I’ve been following your blog for a couple years now. I am moving in with my boyfriend soon (yay!) and all I can think about is decorating. Of course, he has a couple wall decor items from his school, University of Michigan, that I don’t really see fitting into the apartment. However id like to at least consider the thought. Do you have any suggestions on how to take college paraphernalia and make it cute or fit into an apartment that still makes people go “wow! You did a great job decorating!”
Any help would be great!
Also…what’s the best way to start decorating an apartment? A theme/color throughout? Piece of art in each room?
Rome wasn’t built in a day and neither will your apartment decor. The best way to go about decorating a new home is to start with what you have and slowly add to it over time with pieces you love.
The best decor advice I’ve ever heard was from when I interviewed the VP of Merchandising at One Kings Lane, Day Kornbluth, she told me that the way she approaches decorating is what her mother actually taught her and is the way she builds her wardrobe as well: collect what you love and over time, you will develop your own style from that.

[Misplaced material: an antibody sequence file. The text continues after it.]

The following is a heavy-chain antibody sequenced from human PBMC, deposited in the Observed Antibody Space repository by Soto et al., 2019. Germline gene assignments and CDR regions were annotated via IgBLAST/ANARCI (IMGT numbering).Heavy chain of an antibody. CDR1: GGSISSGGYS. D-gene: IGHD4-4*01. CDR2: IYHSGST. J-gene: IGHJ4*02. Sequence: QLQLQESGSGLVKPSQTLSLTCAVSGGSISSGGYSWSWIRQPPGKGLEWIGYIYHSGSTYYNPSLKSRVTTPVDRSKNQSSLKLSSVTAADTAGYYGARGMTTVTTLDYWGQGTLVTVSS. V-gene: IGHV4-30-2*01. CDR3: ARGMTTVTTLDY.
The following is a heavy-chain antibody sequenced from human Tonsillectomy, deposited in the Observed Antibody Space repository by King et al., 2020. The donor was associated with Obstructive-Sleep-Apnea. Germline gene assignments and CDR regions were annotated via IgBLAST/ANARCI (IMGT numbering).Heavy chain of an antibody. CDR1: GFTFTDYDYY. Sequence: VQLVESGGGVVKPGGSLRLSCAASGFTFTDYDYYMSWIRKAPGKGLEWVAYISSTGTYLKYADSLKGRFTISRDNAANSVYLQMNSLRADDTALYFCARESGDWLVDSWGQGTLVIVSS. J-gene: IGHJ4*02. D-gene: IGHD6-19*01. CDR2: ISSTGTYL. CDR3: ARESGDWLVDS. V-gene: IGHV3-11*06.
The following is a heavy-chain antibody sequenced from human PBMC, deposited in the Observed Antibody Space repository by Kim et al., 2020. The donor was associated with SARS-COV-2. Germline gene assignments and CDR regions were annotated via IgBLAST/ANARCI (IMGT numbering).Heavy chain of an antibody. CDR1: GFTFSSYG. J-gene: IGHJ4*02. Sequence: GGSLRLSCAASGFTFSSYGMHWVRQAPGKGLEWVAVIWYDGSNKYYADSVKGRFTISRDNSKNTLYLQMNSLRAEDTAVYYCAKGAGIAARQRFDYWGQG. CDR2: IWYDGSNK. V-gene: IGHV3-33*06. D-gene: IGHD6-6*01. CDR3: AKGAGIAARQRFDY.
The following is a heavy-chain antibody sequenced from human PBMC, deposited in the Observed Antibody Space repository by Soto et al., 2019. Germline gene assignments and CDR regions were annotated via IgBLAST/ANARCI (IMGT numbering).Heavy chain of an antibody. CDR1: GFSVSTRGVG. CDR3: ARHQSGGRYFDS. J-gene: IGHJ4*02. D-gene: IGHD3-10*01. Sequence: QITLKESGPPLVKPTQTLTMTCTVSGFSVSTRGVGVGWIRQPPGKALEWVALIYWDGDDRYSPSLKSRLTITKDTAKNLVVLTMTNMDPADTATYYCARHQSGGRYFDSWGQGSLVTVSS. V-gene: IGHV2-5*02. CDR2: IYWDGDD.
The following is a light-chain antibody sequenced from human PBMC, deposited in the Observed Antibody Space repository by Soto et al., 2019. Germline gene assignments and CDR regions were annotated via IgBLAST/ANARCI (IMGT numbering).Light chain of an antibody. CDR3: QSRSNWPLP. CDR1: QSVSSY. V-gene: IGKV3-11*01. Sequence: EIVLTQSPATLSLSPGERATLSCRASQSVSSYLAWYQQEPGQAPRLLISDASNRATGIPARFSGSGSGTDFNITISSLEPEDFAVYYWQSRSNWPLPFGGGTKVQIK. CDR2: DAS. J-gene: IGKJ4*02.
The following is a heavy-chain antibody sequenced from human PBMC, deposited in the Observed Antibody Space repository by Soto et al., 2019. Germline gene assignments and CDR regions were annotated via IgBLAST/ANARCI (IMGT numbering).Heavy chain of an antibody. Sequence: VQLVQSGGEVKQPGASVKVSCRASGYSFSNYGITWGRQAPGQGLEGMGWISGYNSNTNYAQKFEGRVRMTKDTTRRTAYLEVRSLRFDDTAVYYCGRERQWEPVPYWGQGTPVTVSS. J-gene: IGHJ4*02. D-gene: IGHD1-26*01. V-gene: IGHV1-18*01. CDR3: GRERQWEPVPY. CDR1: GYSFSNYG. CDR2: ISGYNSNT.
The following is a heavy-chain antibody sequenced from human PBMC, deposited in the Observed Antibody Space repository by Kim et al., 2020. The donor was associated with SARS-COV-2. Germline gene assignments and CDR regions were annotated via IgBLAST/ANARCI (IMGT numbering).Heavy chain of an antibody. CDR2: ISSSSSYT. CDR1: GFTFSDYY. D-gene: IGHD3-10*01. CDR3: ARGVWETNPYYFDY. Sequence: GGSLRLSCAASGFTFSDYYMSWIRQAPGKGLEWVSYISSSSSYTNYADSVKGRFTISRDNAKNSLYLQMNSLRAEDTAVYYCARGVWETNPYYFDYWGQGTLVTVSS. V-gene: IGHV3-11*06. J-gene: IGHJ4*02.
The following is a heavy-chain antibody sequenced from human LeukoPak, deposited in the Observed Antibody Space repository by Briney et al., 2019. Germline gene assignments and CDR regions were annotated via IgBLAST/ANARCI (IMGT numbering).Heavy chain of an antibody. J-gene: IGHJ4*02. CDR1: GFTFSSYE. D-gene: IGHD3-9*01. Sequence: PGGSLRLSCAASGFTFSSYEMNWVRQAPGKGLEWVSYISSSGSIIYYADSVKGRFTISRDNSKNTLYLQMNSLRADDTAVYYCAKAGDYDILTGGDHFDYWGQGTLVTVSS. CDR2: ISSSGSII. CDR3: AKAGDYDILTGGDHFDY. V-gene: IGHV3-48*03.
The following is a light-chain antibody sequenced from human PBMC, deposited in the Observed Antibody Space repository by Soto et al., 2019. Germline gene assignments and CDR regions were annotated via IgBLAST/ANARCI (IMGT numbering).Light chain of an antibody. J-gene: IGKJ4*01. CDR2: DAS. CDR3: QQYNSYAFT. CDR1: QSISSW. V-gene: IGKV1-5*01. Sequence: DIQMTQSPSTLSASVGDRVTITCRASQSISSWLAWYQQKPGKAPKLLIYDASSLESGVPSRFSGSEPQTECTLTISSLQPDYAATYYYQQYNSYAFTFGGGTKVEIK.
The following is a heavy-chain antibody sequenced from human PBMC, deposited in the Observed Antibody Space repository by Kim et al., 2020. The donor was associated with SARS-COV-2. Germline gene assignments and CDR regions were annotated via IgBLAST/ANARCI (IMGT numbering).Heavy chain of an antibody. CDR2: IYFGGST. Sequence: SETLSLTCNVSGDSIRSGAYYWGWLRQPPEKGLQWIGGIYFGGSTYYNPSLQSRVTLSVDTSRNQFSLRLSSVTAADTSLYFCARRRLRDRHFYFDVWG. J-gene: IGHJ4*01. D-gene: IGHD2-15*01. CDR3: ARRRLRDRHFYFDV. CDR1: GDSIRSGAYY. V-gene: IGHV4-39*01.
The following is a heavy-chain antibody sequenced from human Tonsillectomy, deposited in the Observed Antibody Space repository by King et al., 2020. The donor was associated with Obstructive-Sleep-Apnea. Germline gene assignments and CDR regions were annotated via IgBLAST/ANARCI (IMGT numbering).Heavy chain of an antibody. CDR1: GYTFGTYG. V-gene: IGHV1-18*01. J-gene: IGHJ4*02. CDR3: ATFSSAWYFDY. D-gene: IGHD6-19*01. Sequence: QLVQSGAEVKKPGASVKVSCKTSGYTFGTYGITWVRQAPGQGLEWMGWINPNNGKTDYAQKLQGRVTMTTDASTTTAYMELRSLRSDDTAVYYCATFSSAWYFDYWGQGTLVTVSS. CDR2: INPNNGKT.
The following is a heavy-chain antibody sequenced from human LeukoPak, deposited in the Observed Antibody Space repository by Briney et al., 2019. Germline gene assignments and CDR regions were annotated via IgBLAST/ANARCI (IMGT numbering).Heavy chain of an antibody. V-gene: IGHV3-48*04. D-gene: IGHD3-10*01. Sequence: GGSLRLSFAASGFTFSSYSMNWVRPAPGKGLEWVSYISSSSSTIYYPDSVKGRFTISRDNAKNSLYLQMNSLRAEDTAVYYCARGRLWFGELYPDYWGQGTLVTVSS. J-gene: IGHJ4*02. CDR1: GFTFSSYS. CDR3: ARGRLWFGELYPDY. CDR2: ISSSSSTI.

It happens to be the way I decorate my own apartment (and fill my closet)—whether it’s antiques passed down from generations, shopping from refurbished vintage finds, gifts from friends and even found at Target, one of my favorite affordable decorating resources, it slowly came together over time and my living room looks like it’s decorated, but still feels like me.
It’s important to me for my home to feel like “me” and not out of a catalog or recognizable pieces—nothing’s worse than someone coming in and pointing out a piece of furniture from a cookie-cutter store. My decor also had to work with the rest of the finishes in our new home, which were more modern (not my style), as well as my hubby’s taste, which tends to be more masculine than mine.
Here’s how I developed my living room decor in 6 easy steps:
1. Find key words to describe what you want to evoke in your home.
When I purchase new decor, it has to fall into these categories for me personally:
industrial / Brooklyn
Figure out what words mean the most to you at this stage of your life and when shopping for decor, ask yourself if those words describe it.
2. Color Inspiration
What I did when I moved into my apartment was assess the focal point of the room, which was this Randy Howard painting (RIGHT) that was a surprisingly a reject from the artist and given to us. The large scale of the painting and the bold colors draw people’s eyes in as soon as they enter our living room. I also was inspired by peacock feathers after falling in love with the colors of them after buying these (LEFT) for a peacock-colored-theme fashion shoot and never used them.
3. Start with what you have an build from there.